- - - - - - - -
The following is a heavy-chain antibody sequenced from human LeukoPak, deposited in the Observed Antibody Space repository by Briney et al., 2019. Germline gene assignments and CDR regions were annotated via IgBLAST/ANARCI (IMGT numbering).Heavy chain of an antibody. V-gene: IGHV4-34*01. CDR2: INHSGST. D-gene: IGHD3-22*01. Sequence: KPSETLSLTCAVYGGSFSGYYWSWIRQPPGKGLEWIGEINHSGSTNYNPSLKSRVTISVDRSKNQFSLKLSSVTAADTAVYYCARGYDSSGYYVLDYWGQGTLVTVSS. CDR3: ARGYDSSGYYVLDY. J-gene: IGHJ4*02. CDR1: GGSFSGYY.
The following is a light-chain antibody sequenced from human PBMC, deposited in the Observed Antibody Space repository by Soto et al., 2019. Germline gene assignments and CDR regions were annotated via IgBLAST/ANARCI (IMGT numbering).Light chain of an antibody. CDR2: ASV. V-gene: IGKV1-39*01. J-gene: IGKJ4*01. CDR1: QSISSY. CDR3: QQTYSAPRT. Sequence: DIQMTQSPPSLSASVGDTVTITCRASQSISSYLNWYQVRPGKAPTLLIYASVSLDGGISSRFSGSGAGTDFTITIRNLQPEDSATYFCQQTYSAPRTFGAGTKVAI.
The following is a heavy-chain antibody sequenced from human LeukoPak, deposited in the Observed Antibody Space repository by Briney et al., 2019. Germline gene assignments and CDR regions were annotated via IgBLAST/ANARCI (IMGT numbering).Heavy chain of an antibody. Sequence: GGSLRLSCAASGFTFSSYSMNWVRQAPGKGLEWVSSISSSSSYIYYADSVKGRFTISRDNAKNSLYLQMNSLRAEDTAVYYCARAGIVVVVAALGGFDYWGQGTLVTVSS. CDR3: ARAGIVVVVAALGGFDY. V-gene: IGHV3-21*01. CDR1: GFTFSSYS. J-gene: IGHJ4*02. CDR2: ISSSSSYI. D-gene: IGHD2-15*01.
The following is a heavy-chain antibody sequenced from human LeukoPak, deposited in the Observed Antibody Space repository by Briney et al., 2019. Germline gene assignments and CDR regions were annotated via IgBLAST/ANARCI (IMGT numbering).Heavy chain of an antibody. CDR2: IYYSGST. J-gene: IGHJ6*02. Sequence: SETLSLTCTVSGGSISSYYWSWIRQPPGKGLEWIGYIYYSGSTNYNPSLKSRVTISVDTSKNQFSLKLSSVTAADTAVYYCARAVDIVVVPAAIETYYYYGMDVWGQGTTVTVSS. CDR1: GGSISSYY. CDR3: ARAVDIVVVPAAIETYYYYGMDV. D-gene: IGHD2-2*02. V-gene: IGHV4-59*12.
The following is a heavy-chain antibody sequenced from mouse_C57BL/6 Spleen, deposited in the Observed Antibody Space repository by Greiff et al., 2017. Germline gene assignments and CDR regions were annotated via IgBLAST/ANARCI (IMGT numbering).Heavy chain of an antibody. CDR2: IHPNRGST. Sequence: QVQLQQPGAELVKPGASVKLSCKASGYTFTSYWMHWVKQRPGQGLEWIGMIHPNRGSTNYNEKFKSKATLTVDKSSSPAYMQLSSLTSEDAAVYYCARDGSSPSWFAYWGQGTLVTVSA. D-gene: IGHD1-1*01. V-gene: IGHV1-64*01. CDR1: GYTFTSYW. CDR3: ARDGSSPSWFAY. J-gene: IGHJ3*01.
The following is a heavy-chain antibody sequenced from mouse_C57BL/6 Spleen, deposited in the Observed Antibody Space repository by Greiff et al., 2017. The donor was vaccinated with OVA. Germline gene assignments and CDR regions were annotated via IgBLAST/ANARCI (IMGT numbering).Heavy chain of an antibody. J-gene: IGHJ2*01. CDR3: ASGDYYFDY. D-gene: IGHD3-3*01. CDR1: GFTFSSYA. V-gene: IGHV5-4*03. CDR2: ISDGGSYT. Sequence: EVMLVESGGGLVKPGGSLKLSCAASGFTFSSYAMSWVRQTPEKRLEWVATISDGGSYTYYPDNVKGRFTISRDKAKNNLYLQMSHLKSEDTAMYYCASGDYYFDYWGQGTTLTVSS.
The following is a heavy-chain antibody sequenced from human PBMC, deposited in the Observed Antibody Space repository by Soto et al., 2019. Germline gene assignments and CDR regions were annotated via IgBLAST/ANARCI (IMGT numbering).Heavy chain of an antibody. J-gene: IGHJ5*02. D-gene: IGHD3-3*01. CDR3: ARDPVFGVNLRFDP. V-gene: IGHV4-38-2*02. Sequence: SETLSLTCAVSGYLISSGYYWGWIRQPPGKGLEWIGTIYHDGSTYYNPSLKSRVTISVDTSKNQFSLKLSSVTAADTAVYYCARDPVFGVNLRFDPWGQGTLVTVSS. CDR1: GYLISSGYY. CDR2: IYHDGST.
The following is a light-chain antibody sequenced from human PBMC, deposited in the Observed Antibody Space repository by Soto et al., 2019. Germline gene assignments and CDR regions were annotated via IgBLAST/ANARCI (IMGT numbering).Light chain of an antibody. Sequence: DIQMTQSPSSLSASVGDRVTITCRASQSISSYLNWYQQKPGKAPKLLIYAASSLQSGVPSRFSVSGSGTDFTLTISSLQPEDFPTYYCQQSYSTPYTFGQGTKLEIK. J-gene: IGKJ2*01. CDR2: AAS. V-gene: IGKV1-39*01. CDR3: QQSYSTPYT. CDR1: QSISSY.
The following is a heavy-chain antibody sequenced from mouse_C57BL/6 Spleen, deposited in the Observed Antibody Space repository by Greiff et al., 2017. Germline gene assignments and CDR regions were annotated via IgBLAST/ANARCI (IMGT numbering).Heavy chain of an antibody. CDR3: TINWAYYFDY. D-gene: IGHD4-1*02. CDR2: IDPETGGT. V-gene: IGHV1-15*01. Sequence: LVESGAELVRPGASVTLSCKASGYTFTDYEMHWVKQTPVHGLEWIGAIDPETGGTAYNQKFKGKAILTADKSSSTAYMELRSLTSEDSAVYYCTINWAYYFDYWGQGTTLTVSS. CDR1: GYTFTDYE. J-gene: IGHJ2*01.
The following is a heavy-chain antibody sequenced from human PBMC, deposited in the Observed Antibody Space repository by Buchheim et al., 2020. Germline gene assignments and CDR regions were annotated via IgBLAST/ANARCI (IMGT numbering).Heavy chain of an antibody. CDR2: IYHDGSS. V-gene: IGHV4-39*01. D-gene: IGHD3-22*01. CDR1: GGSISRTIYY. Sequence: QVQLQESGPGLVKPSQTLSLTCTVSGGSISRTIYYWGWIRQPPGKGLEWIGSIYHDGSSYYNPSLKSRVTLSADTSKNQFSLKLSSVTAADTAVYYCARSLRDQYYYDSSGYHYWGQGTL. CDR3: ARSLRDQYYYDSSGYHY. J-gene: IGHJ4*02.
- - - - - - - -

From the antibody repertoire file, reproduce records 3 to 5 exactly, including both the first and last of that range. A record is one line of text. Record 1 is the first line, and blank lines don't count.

The following is a heavy-chain antibody sequenced from human LeukoPak, deposited in the Observed Antibody Space repository by Briney et al., 2019. Germline gene assignments and CDR regions were annotated via IgBLAST/ANARCI (IMGT numbering).Heavy chain of an antibody. Sequence: GGSLRLSCAASGFTFSSYSMNWVRQAPGKGLEWVSSISSSSSYIYYADSVKGRFTISRDNAKNSLYLQMNSLRAEDTAVYYCARAGIVVVVAALGGFDYWGQGTLVTVSS. CDR3: ARAGIVVVVAALGGFDY. V-gene: IGHV3-21*01. CDR1: GFTFSSYS. J-gene: IGHJ4*02. CDR2: ISSSSSYI. D-gene: IGHD2-15*01.
The following is a heavy-chain antibody sequenced from human LeukoPak, deposited in the Observed Antibody Space repository by Briney et al., 2019. Germline gene assignments and CDR regions were annotated via IgBLAST/ANARCI (IMGT numbering).Heavy chain of an antibody. CDR2: IYYSGST. J-gene: IGHJ6*02. Sequence: SETLSLTCTVSGGSISSYYWSWIRQPPGKGLEWIGYIYYSGSTNYNPSLKSRVTISVDTSKNQFSLKLSSVTAADTAVYYCARAVDIVVVPAAIETYYYYGMDVWGQGTTVTVSS. CDR1: GGSISSYY. CDR3: ARAVDIVVVPAAIETYYYYGMDV. D-gene: IGHD2-2*02. V-gene: IGHV4-59*12.
The following is a heavy-chain antibody sequenced from mouse_C57BL/6 Spleen, deposited in the Observed Antibody Space repository by Greiff et al., 2017. Germline gene assignments and CDR regions were annotated via IgBLAST/ANARCI (IMGT numbering).Heavy chain of an antibody. CDR2: IHPNRGST. Sequence: QVQLQQPGAELVKPGASVKLSCKASGYTFTSYWMHWVKQRPGQGLEWIGMIHPNRGSTNYNEKFKSKATLTVDKSSSPAYMQLSSLTSEDAAVYYCARDGSSPSWFAYWGQGTLVTVSA. D-gene: IGHD1-1*01. V-gene: IGHV1-64*01. CDR1: GYTFTSYW. CDR3: ARDGSSPSWFAY. J-gene: IGHJ3*01.